Last week I took a trip to Puerto Rico. Where I live, it’s winter – bitter, gray, snowy – and it has been for awhile. So Geoff and I tossed our swimsuits in a bag, bought some sunscreen, grabbed the kids, and headed for the airport. A few hours later, we squinted in the late afternoon tropical sun and shed our sweatshirts.
We spent our time on the beach, swimming and building sandcastles. Geoff opened a coconut for us and poured the water into our mouths. We hiked in the rainforest and we explored cobblestone streets and centuries-old castles. I took a lot of pictures, and of course, I posted some on Facebook. I shared my sunny moments, my too-cute kids, my lucky life with my winter friends. I did it not so much to show off as to bring my half-frozen friends with me, even if just for that one second that they scanned my photo in their Facebook feeds. Because, let’s face it, winter is long and hard and everyone needs an escape.
On our last evening, we stopped at a beachside park before dinner, to let the kids play and watch the surfers. As I sat on a stone bench, my phone tucked away in the rental car, I watched the people at the park. There was a young mom chasing a toddler younger than Nate, one hand on her phone at all times. There was a young woman in professional-looking skirt and blouse, perfect hair, clearly just off of work, typing madly on her iPhone. She never looked up at my kids who were playing on the grass around her. An older man sat on a bench a little ways down from us, eyes locked on his phone, and never even glanced at the surfers just yards away and directly in front of him.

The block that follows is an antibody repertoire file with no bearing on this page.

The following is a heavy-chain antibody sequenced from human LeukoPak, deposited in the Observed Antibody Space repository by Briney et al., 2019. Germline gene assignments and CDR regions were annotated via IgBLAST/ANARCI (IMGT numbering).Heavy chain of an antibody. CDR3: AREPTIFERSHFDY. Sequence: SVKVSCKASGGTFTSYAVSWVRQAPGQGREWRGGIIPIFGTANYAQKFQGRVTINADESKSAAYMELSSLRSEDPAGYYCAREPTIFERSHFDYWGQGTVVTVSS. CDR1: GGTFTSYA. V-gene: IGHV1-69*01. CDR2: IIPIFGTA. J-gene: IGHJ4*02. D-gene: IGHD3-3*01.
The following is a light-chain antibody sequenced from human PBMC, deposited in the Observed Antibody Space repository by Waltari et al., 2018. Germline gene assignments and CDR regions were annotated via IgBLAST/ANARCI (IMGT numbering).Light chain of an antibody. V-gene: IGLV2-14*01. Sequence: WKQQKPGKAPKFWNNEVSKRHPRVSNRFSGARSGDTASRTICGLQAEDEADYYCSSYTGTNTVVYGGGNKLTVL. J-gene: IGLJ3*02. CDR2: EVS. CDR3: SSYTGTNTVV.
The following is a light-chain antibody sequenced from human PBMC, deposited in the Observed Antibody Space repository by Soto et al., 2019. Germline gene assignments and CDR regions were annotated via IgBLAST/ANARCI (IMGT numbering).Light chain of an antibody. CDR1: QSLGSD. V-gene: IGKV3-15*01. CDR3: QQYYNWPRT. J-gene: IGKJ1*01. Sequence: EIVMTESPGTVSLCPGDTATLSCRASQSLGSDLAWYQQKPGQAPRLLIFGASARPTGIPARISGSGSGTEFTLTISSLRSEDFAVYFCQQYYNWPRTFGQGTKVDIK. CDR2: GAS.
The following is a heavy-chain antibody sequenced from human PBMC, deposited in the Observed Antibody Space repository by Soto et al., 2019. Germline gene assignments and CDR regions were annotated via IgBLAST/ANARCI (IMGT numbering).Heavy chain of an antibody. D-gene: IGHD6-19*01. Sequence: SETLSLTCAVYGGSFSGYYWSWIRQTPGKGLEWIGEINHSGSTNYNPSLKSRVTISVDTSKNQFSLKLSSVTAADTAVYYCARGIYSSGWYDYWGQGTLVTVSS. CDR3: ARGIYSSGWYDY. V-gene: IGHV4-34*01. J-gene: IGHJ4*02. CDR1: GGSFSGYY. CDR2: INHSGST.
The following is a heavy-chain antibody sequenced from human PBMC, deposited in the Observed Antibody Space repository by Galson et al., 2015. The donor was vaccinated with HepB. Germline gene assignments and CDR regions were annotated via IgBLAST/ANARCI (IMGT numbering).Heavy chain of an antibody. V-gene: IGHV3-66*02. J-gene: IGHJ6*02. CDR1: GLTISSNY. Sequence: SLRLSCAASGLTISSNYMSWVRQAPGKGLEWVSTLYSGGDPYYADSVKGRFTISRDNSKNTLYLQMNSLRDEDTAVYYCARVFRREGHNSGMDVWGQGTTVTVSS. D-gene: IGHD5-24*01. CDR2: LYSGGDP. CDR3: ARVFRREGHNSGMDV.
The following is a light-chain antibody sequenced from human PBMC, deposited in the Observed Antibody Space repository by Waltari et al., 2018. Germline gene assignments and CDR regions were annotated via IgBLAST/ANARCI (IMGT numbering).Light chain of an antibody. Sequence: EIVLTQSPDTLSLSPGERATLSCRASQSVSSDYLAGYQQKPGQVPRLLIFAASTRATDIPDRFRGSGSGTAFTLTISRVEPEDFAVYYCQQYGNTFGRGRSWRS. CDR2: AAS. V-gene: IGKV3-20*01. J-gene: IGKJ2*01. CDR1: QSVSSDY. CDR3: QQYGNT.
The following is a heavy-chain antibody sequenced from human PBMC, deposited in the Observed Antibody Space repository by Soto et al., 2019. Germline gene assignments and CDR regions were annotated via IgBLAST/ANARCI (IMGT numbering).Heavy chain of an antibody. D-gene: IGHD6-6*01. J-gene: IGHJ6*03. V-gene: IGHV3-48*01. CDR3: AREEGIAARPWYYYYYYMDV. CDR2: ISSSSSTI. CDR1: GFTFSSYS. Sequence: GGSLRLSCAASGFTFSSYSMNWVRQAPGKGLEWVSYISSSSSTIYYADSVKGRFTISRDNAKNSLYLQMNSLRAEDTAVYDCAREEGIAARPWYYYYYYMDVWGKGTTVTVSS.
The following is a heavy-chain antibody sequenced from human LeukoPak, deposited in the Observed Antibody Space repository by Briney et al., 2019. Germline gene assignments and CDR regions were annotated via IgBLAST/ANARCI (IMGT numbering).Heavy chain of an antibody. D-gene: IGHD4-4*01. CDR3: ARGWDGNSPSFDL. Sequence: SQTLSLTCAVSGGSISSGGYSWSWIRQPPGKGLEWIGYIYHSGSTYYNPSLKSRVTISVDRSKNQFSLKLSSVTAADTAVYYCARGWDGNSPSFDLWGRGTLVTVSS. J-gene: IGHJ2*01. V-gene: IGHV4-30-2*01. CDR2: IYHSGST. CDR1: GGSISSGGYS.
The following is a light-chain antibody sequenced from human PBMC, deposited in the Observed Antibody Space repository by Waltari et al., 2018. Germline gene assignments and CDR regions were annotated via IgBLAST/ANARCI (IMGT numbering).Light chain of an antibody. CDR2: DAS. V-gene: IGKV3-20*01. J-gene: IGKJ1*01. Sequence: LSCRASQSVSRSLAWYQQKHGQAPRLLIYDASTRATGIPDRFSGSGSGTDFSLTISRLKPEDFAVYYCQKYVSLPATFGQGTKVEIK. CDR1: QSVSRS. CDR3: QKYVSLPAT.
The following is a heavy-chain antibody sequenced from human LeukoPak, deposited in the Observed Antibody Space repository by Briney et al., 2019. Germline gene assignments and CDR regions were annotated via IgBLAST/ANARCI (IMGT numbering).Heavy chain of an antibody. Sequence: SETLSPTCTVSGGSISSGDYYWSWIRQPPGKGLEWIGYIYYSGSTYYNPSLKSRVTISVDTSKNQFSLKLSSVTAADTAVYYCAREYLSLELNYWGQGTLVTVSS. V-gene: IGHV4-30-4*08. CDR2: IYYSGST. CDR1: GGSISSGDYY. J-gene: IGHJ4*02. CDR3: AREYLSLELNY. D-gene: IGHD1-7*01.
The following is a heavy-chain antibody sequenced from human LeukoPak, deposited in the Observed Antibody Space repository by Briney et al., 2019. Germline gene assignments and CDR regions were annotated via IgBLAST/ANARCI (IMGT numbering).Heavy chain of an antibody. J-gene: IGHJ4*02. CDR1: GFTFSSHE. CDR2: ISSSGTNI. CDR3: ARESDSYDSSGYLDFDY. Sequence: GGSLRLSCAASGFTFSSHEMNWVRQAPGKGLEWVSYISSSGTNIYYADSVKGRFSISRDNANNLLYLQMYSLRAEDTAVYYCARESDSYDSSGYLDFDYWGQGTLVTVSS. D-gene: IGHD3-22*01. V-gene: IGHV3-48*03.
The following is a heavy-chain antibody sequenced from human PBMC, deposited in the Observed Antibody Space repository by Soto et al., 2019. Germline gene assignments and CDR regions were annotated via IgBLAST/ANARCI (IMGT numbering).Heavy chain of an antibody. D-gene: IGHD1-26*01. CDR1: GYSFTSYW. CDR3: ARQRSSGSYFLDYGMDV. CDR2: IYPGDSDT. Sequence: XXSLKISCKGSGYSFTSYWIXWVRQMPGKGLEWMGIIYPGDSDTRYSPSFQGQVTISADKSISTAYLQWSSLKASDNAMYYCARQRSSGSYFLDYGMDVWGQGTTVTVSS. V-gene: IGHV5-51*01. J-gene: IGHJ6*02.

Everyone else in the park was elsewhere. I’d love to believe that they, like me, might have been posting photos to help thaw their winter friends. I’d love to believe that all the people in the park were sharing their version of paradise. But I fear that they were trying to escape themselves. That reality is just as ugly even when you sit just yards from the beach, beauty staring you in the face.
I’m back at home now, and honestly, it’s nearly impossible to escape from the polar vortex outside. Ice is forming inside my windows. Our vacation feels distant, dreamlike. It’s tempting to read my email, text a friend, flip through my Twitter loop, anything to avoid looking at the snow piles outside and wondering how long it will be until I see grass again. Reality is hard to take and escapes, even real ones, are only temporary.
Still, if you’re reading this from paradise, text me a photo.